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State of Vermont v. Shane Casey

March 15, 2013


On Appeal from Superior Court, Chittenden Unit, Criminal Division October Term, 2012 Michael S. Kupersmith, J.

The opinion of the court was delivered by: Skoglund, J.

State v. Casey (2011-205)

2013 VT 22

Supreme Court

PRESENT: Reiber, C.J., Dooley, Skoglund, Burgess and Robinson, JJ.

¶ 1. Defendant appeals his conviction of two counts of aggravated sexual assault, alleging that the trial court erred in (1) denying defendant's motion to sever a joint trial; (2) refusing to grant a new trial after co-defendant pled no contest midtrial; and (3) admitting the victim's diary as evidence of her sexual abuse. We affirm.

¶ 2. This case has a long and winding history. The State prosecuted defendant and co-defendant, Stacey Parnitzke, with whom defendant was romantically involved, for multiple counts of aggravated sexual assault. The charged incidents occurred between 2005 and 2006. There have been three jury trials, presided over by two judges. Separate counsel represented defendant and Parnitzke, but the court joined their cases for discovery, pretrial motions, and all three trials.

¶ 3. The first trial in June 2009 resulted in a hung jury. The second trial in April 2010 led to convictions against both defendants, but due to the improper admission of evidence, the trial court vacated the convictions and granted a new trial. The third trial commenced on January 31, 2011. After three days of trial, on February 2, 2011, Parnitzke pleaded no contest to a reduced charge of sexual assault on a minor, which ended her participation in the case. The third trial drew to a close on February 9, 2011. Defendant was convicted of two counts of aggravated sexual assault. Defendant filed a timely motion for a new trial, which was denied. This appeal followed.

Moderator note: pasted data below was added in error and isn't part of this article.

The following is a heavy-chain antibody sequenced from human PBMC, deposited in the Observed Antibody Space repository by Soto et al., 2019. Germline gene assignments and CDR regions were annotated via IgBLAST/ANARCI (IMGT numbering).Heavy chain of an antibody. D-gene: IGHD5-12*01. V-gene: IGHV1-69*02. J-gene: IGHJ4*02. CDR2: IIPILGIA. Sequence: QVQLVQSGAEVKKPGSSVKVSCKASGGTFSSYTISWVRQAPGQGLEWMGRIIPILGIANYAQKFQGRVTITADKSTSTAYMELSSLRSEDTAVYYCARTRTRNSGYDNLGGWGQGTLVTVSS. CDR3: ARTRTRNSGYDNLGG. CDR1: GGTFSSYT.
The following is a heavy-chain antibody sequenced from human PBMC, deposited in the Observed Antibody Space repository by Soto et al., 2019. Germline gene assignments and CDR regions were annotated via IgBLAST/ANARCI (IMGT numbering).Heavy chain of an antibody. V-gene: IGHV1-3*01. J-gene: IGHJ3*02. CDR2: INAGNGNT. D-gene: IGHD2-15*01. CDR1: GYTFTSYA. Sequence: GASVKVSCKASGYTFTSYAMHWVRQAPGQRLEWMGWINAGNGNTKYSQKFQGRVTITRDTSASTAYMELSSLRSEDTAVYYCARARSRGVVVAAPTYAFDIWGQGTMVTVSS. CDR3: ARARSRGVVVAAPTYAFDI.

¶ 4. Defendant first claims that he requested severance before the third trial and asserts that the court impermissibly denied his motion to sever, arguing that there was a "reasonable likelihood of prejudice" that could not be eliminated. Defendant and Parntizke were charged in separate informations. Before the first trial, the State moved to join the cases pursuant to Vermont Rules of Criminal Procedure 8(b)(3)(A), 8(b)(3)(B), and 13(a), contending defendants were charged with offenses that were "closely connected" and part of a "common scheme or plan." Both defendant and Partnitzke objected to the State's motion for joinder. Nonetheless, the court granted the State's motion under Rule 13(a), which authorizes the court to join cases for trial even though they were filed separately.